Saving History Saturday: The Plank Farm at Gettysburg Has Been Saved

Just this week, the American Battlefield Trust and the Land Conservancy of Adams County announced they have officially saved the 143-acre Plank Farm at Gettysburg.

Official American Battlefield Trust map showing the Plank Farm property at Gettysburg. Courtesy of the American Battlefield Trust.

Over the course of the three-day battle in July 1863, troops of both armies moved through the property near Seminary Ridge.

”On July 1, 1863, elements of the Union First Corps under General John Reynolds double-quicked across this property as they moved to the sound of the battle’s opening shots …

On July 2, Confederate General James Longstreet’s divisions, under General John Bell Hood and General Lafayette McLaws, marched across this property as they sought to discover the Union left flank …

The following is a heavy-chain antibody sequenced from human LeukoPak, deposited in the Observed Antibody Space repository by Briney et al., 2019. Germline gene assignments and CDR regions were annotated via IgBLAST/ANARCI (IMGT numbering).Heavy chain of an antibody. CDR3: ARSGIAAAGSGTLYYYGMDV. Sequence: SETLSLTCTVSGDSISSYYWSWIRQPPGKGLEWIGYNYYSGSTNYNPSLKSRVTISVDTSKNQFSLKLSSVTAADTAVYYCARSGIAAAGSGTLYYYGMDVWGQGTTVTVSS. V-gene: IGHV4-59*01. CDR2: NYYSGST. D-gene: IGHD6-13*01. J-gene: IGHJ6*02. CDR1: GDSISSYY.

On July 3, Confederate General George Pickett led his division over this land, up the slope to Seminary Ridge, and onto the battlefield where the charge that came to bear his name would be bloodily repulsed.”

Unlike many other properties the Trust has been able to save, this property not only witnessed troop movement, but also the battle’s aftermath. The Plank Farm property was the site of one of the largest Confederate field hospitals at Gettysburg. According to the Trust, over 1,500 soldiers were treated there, which included John Bell Hood. Additionally, 60 soldiers (including several unknowns) were originally buried on the property.

The Plank Farm is a tremendous victory.

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